This is the fundamental error of assuming the terms even apply. God is indeed meaningless in terms of the physical sciences, because God is not a physical entity.

    Don't understand. What 'original texts'? and is he suggesting there is no moral teaching attached to Biblical exegesis?

    So? St Paul said the same thing ...

    God bless,

    Thomas
     
  6. wil

    wil UNeyeR1 Moderator

    Joined:
    Oct 17, 2005
    Messages:
    22,039
    Likes Received:
    2,060
    Thomas....

    With all that is out there...I don't actually know who knows who said what. Both Atheists and Christians love to quote Einstein as he had enough quotes that they could be taken both ways....(not unlike the bible eh?) Interpreters don't kill people, bad interpretations of interpretations do??

    Anywho, it appears he didn't believe in any personal god that one could pray to and get response from but did believe in a higher power.

    As to morality and original texts you do agree they were often written as law eh? moral code eh?


    an aside....been to any games??
     
  7. radarmark

    radarmark Quaker-in-the-Making

    Joined:
    Jul 28, 2011
    Messages:
    3,212
    Likes Received:
    2
    The botton line: sorry, Einstein had it wrong! Questions?
     
  8. wil

    wil UNeyeR1 Moderator

    Joined:
    Oct 17, 2005
    Messages:
    22,039
    Likes Received:
    2,060
    why can't I give you rep for that?

    is giving rep gone?
     
  9. Thomas

    Thomas Administrator Admin

    Joined:
    Sep 25, 2003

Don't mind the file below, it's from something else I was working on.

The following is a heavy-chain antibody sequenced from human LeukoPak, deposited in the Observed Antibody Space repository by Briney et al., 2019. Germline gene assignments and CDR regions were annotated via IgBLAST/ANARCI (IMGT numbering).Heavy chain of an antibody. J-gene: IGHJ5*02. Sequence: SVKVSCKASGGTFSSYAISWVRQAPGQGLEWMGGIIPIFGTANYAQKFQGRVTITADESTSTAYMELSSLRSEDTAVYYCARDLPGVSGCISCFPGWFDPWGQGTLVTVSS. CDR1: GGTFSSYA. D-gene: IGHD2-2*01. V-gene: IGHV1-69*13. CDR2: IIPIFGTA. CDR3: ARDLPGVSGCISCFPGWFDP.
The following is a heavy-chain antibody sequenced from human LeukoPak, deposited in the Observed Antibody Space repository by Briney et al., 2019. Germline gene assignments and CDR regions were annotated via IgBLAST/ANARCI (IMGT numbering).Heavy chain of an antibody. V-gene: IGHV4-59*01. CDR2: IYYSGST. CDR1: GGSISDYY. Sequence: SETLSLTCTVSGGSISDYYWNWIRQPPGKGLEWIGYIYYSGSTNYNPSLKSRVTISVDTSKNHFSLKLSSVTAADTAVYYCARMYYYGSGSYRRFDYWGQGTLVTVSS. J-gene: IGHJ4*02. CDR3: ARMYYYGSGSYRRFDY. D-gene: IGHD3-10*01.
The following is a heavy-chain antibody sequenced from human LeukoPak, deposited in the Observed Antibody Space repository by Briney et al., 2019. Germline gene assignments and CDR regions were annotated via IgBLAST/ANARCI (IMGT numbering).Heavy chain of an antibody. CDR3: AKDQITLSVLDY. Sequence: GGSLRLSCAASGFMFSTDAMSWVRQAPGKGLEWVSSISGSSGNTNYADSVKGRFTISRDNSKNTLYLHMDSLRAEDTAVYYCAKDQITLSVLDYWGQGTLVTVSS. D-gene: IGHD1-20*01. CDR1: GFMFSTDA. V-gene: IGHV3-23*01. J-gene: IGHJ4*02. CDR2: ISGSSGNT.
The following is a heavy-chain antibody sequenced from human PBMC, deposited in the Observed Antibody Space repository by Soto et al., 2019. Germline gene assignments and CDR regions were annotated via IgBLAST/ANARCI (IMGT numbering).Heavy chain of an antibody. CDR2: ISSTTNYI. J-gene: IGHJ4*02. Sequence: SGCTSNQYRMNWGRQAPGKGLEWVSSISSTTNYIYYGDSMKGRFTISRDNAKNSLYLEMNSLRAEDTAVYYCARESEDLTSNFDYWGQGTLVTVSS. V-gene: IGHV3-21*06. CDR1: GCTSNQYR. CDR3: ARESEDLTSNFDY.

Messages:
    11,741
    Likes Received:
    2,125
    I know. It's the celebrity problem. Why assume a physicist has anything useful or knowledgeable to say about theology?

    I would have thought Ecco was a better bet than Einstein.

    Those that address moral issues, yes.

    Nope.

    I was all set to boycott the Olympics because of all the commercialisation/branding/politics — and because I think the branding's crap — but after the opening ceremony ... also had surgery recently, so on my back for a bit, plenty of time to watch TV.

    Why is kendo not an olympic sport? That's what I want to know.

    Did you watch the opening ceremony? Did it make sense? Shall we take this to the lounge?

    God bless

    Thomas
     
  10. Ben Masada

    Ben Masada New Member

    Joined:
    Oct 21, 2011
    Messages:
    999
    Likes Received:
    1
    How could Einstein have had an "Eternally static sphere" model of the universe if he believed in the expansion of the universe, which rather explains the kinetic character of the universe and that he did not believe that the universe was eternal?

    Ben
     
  11. Ben Masada

    Ben Masada New Member

    Joined:
    Oct 21, 2011
    Messages:
    999
    Likes Received:
    1
    Sorry, Will, but my impression from this post of yours above, is that you have painted Einstein as a moron member of the literal interpretation club. Someone unable to see beyond the letter and completely ignorant of metaphorical language.

    Also, another impression I was left with was that Einstein was totally an atheist, when he, in answer to a question if he was one, he declared: Absolutely not. Likewise, Spinoza, whom many atheists would like to have on their team, never said that he was an atheist. They just could not think of God on a personal basis. And neither do I. Nor the Tanach either. (Deut. 4:15,16) Hence, expressions of anthropomorphism in the Jewish Bible are to be interpreted metaphorically.

    Ben
     
  12. Ben Masada

    Ben Masada New Member

    Joined:
    Oct 21, 2011
    Messages:
    999
    Likes Received:
    1
    It depends on what you understand by intelligent design. Are you, by any chance, imagining God sitting down in his office designing the universe? Do you think that when Einstein said that God does not play dice, he mean that God must have thought on how to design the universe. What we Jews mean is a natural design and not one based on anthropomorphism. I think we are a little more intelligent than that, save exceptions.

    Ben
     
  13. Ben Masada

    Ben Masada New Member

    Joined:
    Oct 21, 2011